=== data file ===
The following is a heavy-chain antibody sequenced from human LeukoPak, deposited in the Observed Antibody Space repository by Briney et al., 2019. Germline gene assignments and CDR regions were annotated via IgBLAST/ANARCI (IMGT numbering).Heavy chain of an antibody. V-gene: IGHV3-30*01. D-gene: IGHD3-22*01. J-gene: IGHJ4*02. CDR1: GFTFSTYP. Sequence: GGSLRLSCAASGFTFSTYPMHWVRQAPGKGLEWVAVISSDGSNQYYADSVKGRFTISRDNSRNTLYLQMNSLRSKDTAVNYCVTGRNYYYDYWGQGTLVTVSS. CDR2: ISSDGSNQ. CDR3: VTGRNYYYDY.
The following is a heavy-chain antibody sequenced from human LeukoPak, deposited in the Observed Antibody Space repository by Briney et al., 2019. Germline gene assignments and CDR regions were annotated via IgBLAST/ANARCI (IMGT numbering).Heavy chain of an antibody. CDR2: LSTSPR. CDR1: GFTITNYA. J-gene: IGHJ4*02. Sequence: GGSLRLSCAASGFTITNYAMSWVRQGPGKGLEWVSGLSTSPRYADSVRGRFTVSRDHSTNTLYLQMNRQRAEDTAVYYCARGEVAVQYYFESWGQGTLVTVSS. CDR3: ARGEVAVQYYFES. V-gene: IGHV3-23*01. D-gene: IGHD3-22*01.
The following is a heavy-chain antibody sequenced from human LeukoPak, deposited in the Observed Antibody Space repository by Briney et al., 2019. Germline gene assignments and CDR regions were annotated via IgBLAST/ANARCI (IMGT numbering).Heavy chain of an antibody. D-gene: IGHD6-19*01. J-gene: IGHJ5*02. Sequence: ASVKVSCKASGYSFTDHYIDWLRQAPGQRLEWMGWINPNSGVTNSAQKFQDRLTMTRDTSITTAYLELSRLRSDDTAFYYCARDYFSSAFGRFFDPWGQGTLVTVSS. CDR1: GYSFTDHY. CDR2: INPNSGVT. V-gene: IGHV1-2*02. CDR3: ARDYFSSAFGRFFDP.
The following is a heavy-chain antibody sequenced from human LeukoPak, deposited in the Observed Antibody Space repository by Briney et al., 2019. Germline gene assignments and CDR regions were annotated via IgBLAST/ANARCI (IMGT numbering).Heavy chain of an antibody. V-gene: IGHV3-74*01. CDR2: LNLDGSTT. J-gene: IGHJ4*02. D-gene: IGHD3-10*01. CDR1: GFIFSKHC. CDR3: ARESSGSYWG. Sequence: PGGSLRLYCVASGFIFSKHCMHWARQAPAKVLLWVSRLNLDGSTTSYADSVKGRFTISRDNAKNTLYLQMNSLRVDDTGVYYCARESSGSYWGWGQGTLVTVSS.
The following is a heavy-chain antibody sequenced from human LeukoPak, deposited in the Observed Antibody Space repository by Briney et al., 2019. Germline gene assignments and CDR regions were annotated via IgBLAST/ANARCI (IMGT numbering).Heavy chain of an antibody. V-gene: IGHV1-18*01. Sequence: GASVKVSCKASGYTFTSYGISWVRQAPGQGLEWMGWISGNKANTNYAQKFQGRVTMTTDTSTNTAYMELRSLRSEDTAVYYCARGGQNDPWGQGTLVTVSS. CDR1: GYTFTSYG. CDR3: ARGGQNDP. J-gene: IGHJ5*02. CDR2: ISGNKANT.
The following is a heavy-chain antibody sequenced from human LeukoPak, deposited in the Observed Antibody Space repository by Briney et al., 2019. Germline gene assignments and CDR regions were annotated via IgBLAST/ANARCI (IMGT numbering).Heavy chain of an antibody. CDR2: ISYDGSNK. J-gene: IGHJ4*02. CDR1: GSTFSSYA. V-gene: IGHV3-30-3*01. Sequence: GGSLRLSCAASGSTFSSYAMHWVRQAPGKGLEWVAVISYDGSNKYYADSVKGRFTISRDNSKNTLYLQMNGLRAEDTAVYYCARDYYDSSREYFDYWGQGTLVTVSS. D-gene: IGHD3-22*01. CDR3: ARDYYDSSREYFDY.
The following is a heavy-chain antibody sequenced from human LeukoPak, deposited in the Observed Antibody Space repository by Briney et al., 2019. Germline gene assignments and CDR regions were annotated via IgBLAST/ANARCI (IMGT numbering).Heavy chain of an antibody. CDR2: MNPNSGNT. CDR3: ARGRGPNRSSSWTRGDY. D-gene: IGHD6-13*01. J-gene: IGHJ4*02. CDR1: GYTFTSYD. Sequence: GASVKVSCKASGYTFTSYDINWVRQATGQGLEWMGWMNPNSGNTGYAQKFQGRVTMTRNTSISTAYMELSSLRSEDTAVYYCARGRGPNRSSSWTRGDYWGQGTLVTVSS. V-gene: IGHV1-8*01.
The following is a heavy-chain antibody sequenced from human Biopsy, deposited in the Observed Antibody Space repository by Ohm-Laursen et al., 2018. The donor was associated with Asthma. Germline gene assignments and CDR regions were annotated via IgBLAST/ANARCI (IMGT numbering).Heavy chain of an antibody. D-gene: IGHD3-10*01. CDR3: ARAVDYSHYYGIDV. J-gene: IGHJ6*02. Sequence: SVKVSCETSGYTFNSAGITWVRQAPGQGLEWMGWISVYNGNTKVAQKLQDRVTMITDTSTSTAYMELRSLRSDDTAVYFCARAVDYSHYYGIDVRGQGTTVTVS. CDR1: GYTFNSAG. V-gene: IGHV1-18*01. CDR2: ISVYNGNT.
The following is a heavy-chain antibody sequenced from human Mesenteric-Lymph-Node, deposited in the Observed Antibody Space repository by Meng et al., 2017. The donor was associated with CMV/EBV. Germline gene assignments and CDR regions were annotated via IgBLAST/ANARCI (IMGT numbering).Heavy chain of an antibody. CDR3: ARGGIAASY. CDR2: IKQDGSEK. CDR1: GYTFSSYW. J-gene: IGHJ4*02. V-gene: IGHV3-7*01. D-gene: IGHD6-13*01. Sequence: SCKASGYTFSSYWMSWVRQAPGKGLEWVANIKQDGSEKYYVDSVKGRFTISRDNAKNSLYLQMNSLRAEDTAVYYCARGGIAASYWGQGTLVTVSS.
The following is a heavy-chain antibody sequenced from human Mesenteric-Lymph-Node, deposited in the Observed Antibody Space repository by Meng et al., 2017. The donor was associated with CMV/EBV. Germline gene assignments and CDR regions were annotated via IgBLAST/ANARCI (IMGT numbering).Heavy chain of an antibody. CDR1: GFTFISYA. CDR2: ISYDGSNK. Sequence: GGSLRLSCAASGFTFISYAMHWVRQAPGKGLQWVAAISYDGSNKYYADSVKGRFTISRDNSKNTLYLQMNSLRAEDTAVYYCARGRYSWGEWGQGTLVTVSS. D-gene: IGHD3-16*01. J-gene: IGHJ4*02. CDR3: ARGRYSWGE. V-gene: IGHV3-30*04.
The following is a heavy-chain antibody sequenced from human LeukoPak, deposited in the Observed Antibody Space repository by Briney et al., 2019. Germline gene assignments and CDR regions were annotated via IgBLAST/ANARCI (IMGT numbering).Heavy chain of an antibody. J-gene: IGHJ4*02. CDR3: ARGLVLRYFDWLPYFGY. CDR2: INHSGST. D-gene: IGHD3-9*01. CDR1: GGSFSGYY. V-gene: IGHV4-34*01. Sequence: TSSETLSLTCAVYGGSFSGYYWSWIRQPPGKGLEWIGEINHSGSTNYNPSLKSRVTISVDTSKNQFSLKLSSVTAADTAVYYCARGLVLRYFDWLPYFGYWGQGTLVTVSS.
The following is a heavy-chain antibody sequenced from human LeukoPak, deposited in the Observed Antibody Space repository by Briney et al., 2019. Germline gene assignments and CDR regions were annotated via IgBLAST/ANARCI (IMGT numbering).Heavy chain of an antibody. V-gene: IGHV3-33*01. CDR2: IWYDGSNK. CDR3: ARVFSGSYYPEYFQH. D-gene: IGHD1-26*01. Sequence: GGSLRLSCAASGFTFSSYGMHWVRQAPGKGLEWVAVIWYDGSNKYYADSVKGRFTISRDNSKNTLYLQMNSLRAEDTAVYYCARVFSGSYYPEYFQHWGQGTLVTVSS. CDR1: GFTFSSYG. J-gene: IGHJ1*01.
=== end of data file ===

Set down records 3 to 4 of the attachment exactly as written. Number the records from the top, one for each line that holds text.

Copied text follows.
The following is a heavy-chain antibody sequenced from human LeukoPak, deposited in the Observed Antibody Space repository by Briney et al., 2019. Germline gene assignments and CDR regions were annotated via IgBLAST/ANARCI (IMGT numbering).Heavy chain of an antibody. D-gene: IGHD6-19*01. J-gene: IGHJ5*02. Sequence: ASVKVSCKASGYSFTDHYIDWLRQAPGQRLEWMGWINPNSGVTNSAQKFQDRLTMTRDTSITTAYLELSRLRSDDTAFYYCARDYFSSAFGRFFDPWGQGTLVTVSS. CDR1: GYSFTDHY. CDR2: INPNSGVT. V-gene: IGHV1-2*02. CDR3: ARDYFSSAFGRFFDP.
The following is a heavy-chain antibody sequenced from human LeukoPak, deposited in the Observed Antibody Space repository by Briney et al., 2019. Germline gene assignments and CDR regions were annotated via IgBLAST/ANARCI (IMGT numbering).Heavy chain of an antibody. V-gene: IGHV3-74*01. CDR2: LNLDGSTT. J-gene: IGHJ4*02. D-gene: IGHD3-10*01. CDR1: GFIFSKHC. CDR3: ARESSGSYWG. Sequence: PGGSLRLYCVASGFIFSKHCMHWARQAPAKVLLWVSRLNLDGSTTSYADSVKGRFTISRDNAKNTLYLQMNSLRVDDTGVYYCARESSGSYWGWGQGTLVTVSS.